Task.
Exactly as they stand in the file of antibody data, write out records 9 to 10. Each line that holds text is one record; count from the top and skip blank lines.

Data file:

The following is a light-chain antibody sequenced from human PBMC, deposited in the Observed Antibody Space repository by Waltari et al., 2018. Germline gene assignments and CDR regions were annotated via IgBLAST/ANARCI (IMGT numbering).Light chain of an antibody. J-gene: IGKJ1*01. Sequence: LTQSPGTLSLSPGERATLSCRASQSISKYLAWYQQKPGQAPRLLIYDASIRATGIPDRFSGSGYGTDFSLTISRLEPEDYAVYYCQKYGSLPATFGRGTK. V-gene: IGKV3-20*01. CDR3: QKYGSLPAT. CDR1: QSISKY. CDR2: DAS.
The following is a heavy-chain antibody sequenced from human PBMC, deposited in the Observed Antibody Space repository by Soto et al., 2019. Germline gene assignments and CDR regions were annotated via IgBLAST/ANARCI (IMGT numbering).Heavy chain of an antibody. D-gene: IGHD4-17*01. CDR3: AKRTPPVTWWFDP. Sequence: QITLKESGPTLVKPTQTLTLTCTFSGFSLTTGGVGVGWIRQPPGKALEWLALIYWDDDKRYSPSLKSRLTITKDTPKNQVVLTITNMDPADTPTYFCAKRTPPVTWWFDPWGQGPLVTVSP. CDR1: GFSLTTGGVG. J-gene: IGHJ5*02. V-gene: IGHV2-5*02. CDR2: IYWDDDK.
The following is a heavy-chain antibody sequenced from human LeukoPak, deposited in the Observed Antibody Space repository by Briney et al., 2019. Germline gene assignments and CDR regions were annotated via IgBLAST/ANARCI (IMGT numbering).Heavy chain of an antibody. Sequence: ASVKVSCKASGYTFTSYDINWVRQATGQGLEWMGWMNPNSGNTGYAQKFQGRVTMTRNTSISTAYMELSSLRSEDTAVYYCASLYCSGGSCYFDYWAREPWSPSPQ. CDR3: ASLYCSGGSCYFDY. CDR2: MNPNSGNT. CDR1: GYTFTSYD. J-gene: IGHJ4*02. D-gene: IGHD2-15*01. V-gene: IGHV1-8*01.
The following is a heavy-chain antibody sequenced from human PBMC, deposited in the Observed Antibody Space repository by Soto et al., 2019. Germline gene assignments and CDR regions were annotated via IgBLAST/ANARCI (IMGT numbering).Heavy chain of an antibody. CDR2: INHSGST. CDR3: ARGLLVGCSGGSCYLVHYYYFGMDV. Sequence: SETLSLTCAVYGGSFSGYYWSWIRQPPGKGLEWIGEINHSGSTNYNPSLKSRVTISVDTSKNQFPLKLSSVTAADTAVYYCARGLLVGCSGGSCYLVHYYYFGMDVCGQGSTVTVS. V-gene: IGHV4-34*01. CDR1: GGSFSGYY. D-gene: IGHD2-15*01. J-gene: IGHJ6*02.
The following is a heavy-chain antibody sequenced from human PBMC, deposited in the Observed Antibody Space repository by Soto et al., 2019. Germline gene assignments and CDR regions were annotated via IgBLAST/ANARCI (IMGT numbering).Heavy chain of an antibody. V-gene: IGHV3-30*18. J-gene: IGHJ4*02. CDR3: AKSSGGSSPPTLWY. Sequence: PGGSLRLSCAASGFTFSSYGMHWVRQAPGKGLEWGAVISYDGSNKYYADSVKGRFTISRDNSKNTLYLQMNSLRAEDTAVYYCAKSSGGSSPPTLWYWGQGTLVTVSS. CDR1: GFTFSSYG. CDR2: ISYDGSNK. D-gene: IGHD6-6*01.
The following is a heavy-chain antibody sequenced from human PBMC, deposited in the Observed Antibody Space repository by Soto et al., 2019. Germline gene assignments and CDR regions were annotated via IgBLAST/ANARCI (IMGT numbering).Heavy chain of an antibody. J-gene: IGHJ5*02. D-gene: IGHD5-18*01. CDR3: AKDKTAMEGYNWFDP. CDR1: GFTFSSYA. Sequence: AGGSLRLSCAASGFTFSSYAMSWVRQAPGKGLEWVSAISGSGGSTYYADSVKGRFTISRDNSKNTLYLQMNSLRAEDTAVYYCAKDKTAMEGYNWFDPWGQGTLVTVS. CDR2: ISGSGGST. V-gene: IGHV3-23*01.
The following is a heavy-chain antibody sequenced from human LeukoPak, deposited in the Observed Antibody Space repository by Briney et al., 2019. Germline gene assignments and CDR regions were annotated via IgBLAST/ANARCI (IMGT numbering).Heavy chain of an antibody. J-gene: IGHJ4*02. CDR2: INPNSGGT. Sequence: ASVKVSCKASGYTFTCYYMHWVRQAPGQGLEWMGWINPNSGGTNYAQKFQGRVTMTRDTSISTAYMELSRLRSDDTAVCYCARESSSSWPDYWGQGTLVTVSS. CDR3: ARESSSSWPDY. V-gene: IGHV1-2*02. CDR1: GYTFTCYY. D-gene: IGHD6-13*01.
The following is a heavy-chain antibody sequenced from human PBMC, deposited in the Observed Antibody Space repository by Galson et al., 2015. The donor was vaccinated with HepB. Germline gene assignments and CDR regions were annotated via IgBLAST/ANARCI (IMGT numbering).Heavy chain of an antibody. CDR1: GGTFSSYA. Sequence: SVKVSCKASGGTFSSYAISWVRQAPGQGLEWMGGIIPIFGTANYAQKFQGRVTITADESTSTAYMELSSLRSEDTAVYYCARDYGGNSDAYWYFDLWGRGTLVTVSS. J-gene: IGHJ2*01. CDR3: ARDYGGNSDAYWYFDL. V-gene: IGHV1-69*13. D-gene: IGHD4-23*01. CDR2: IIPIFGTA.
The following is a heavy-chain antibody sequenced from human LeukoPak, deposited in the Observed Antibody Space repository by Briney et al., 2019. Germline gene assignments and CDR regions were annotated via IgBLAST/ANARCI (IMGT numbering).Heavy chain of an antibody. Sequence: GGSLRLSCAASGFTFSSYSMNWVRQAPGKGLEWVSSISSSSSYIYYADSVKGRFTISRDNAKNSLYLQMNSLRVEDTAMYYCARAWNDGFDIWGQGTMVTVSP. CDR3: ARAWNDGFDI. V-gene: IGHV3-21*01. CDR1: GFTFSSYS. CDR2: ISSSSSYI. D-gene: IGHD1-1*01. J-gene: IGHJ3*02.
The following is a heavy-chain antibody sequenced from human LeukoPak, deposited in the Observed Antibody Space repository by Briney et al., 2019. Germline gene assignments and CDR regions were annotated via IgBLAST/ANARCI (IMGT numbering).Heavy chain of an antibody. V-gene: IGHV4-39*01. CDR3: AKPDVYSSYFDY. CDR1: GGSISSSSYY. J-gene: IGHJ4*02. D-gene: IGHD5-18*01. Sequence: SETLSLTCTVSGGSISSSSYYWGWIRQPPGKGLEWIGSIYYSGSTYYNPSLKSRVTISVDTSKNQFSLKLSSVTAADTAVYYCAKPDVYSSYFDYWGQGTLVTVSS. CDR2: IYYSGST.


The following is a heavy-chain antibody sequenced from human LeukoPak, deposited in the Observed Antibody Space repository by Briney et al., 2019. Germline gene assignments and CDR regions were annotated via IgBLAST/ANARCI (IMGT numbering).Heavy chain of an antibody. Sequence: GGSLRLSCAASGFTFSSYSMNWVRQAPGKGLEWVSSISSSSSYIYYADSVKGRFTISRDNAKNSLYLQMNSLRVEDTAMYYCARAWNDGFDIWGQGTMVTVSP. CDR3: ARAWNDGFDI. V-gene: IGHV3-21*01. CDR1: GFTFSSYS. CDR2: ISSSSSYI. D-gene: IGHD1-1*01. J-gene: IGHJ3*02.
The following is a heavy-chain antibody sequenced from human LeukoPak, deposited in the Observed Antibody Space repository by Briney et al., 2019. Germline gene assignments and CDR regions were annotated via IgBLAST/ANARCI (IMGT numbering).Heavy chain of an antibody. V-gene: IGHV4-39*01. CDR3: AKPDVYSSYFDY. CDR1: GGSISSSSYY. J-gene: IGHJ4*02. D-gene: IGHD5-18*01. Sequence: SETLSLTCTVSGGSISSSSYYWGWIRQPPGKGLEWIGSIYYSGSTYYNPSLKSRVTISVDTSKNQFSLKLSSVTAADTAVYYCAKPDVYSSYFDYWGQGTLVTVSS. CDR2: IYYSGST.